These Deep-Sea Organisms Make Oxygen without Sunlight

Tiny organisms living deep in the world’s oceans have stunned scientists, who now say some of these unusual creatures are making their own oxygen. And unlike extremophiles that inhabit niche environments, the researchers behind the groundbreaking discovery say that these oxygen-producing organisms are among the most plentiful in all of the world’s oceans.


Life finds a way…at least, if that life has access to oxygen. There are, of course, microscopic organisms that survive without it, but those extremophiles typically inhabit niche environments and are extremely small in number.

To produce live sustaining oxygen, plants, animals and certain types of bacteria uses sunlight in a process known as photosynthesis. But some life on earth, especially deep in the ocean, seems to be living in oxygen deprived environments, and without sunlight.

To try to understand how these creatures are getting by without light to make the oxygen they need, researchers from the University of Denmark took a closer look. And what they found was totally unexpected.


To better understand what was going on, the researchers looked at a common ocean microbe known as Nitrosopumilus maritimus, and its cousins, ammonia oxidizing archaea.

“These guys are really abundant in the oceans, where they play an important role in the nitrogen cycle,” said biologist Beate Kraft, in a press release announcing the new study.

“These microbes are so common, that every 5th cell in a bucket of sea water is one of them,” added Don Canfield, co-author of the paper

“{But} they need oxygen,” said Kraft, “so it has been a long-standing puzzle why they are also very abundant in waters where there is no oxygen.”

In an effort to understand how these oxygen-consuming organisms were thriving in an oxygen-depleted environment, the researchers gathered up some samples and took them back to the lab.

“We wanted to see what would happen if they ran out of oxygen,” said Canfield, “like they do when they move from the oxygen rich waters to oxygen depleted waters. Would they survive?”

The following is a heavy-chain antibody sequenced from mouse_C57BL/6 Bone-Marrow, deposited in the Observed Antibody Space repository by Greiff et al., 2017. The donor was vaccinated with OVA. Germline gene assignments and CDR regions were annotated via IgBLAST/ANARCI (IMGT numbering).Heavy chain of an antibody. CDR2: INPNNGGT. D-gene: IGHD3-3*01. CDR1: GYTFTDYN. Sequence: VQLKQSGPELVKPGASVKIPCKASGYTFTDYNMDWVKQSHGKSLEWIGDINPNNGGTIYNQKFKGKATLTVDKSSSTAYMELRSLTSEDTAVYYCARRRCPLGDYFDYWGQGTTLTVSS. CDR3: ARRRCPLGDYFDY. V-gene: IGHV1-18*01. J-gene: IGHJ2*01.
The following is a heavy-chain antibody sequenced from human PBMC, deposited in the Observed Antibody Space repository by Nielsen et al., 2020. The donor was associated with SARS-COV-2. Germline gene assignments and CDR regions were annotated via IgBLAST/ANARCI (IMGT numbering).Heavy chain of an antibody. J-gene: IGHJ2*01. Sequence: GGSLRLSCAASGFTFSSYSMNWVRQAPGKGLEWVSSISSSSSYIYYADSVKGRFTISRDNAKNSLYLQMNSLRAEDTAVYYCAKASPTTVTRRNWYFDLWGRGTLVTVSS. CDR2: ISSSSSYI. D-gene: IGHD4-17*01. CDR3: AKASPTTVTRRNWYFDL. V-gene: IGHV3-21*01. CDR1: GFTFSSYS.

To test this idea, the researchers put the Nitrosopumilus maritimus in an isolated tank and waited to see what happened once the oxygen ran out.

“We saw how they used up all the oxygen in the water,” said Canfield, “and then to our surprise, within minutes, oxygen levels started increasing again. That was very exciting!”

Shockingly, it turned out that the organism was making its own oxygen, and without sunlight! The researchers note that it was not enough oxygen to affect the overall levels of their environment, but instead was just enough for the organisms to keep themselves alive and thriving.


The researchers behind this exciting study, which was published in the journal Science, say that this unexpected result may force their fellow scientists to take a fresh look at the entire nitrogen cycle of the world’s oceans, especially since this type of organism is so abundant worldwide.

“If this lifestyle is widespread in the oceans, it certainly forces us to rethink our current understanding of the marine nitrogen cycle,” said Kraft. “My next step is to investigate the phenomenon we saw in our lab cultures in oxygen depleted waters in various ocean spots around the world.”

Towards that end, the team has already collected water samples in Mariager Fjord in Denmark and are preparing to do the same in the waters off Mexico and Costa Rica.

Follow and connect with author Christopher Plain on Twitter: @plain_fiction